Skip to content

KHRP | Kurdish Human Rights Project

narrow screen resolution wide screen resolution Increase font size Decrease font size Default font size default color brown color green color red color blue color

Kurdish Human Rights Project: This is the legacy website of the Kurdish Human Rights Project, containing reports and news pertaining to human rights issues in the Kurdish Regions for 20 years.

You are here: 
Skip to content

Charity Awards

Charity Awards

Gruber Prize


Gruber Justice Prize

Strasbourg Judges Condemn Turkey's Failure to Investigate Civilian Deaths

The European Court of Human Rights (ECtHR) has today condemned Turkey's failure to investigate an incident that became known as the Gucluconak massacre by those who believed that state security forces were responsible ( Belkiza Kaya and Others v. Turkey (nos. 33420/96 and 36206/97)).

KHRP brought the case on behalf of the relatives of ten men who died in the custody of Turkish authorities in January 1996.[1]  The men were being transferred to a gendarmerie station when the minibus they were travelling in came under fire.  Gendarmes travelling in a separate escort vehicle returned the fire.  The shooting, which lasted approximately 30 minutes, ended with the minibus being destroyed and its occupants killed.  The body of the driver was found a few metres away bearing gunshot wounds.  The bodies of the remaining ten passengers were burnt to ashes.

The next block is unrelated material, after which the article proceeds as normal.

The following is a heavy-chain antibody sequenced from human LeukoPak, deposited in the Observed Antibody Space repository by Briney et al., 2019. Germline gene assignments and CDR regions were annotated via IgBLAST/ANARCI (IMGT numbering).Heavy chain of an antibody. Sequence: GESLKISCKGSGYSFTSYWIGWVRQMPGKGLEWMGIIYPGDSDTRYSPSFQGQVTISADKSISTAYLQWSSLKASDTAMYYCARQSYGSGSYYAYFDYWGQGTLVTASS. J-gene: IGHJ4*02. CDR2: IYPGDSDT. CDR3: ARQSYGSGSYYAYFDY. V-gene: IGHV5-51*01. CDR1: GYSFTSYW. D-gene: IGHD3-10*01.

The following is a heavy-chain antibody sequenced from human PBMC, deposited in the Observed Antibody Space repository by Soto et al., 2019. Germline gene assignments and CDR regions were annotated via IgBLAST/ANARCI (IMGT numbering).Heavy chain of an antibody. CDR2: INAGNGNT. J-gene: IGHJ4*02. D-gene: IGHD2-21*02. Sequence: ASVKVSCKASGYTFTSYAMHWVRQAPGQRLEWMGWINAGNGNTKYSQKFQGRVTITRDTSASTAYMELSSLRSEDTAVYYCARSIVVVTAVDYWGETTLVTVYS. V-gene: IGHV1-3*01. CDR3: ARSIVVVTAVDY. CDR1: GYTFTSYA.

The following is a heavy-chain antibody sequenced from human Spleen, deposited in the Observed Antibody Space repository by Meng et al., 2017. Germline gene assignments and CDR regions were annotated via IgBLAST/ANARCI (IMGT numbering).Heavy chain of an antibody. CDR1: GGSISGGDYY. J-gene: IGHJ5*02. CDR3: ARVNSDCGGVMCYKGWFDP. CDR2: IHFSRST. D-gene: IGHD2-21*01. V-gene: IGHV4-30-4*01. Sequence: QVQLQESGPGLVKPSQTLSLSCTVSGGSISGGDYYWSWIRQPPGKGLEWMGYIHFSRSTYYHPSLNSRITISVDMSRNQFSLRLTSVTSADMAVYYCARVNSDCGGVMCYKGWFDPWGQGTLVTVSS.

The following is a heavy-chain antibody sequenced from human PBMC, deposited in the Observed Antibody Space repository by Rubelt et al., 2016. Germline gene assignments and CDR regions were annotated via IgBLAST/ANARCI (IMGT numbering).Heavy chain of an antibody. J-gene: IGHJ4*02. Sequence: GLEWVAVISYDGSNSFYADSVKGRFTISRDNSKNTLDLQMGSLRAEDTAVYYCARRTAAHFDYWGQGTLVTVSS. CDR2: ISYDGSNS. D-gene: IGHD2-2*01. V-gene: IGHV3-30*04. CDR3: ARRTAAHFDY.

A KHRP fact-finding mission to the region in 1996 gathered evidence that state security forces were responsible for the killing; while the Turkish government accused the PKK of responsibility.  The incident attracted international attention and prompted questions in the UK House of Lords.

The ECtHR held a violation of the right to life (Article 2) to have occurred because the investigations at the scene of the incident had not been conducted with the thoroughness warranted by a case of that nature.  No statements were taken by the gendarmes until more than six years after the incident.  The authorities only investigated the custody and facts surrounding the questioning of the deceased following KHRP's submission of an application to the ECtHR.

The Government stated that those concerned had been taken into police custody on the basis of statements made by an individual, but failed to produce a copy of the statement in question.  Nor did the person's name appear on any record as having been lawfully detained.  In those circumstances the Court held unanimously that there had been a violation of the right to liberty and security (Article 5).  It also found an additional violation of the right to an effective remedy (Article 13).

The Court held either that it was not necessary to examine or that there was insufficient evidence to establish further alleged violations of Articles 2, 3, 6, 8, 14 and 18.

Kerim Yildiz, KHRP Executive Director, says, "Lord Avebury once described this as, "One of a great many cases where the truth may never be fully uncovered."  We are pleased that an international human rights court has been able finally to investigate the suspicious circumstances surrounding the deaths of these civilians, and hope this judgment provides some measure of redress to the relatives."


[1] The deceased men were Neytullah Ilhan, Abdullah Ilhan, Halit Kaya, Ahmet Kaya, Ali Nas, Lokman Özdemir, Hamit Yilmaz, Abdulhalim Yilmaz and Besir Nas.  In total, eleven civilians died in the incident.  The application of one applicant was deemed inadmissible as he was held not to meet the requisite criteria to bring an application under Article 34 of the ECHR.  Accordingly, the judgment relates to the remaining applicants.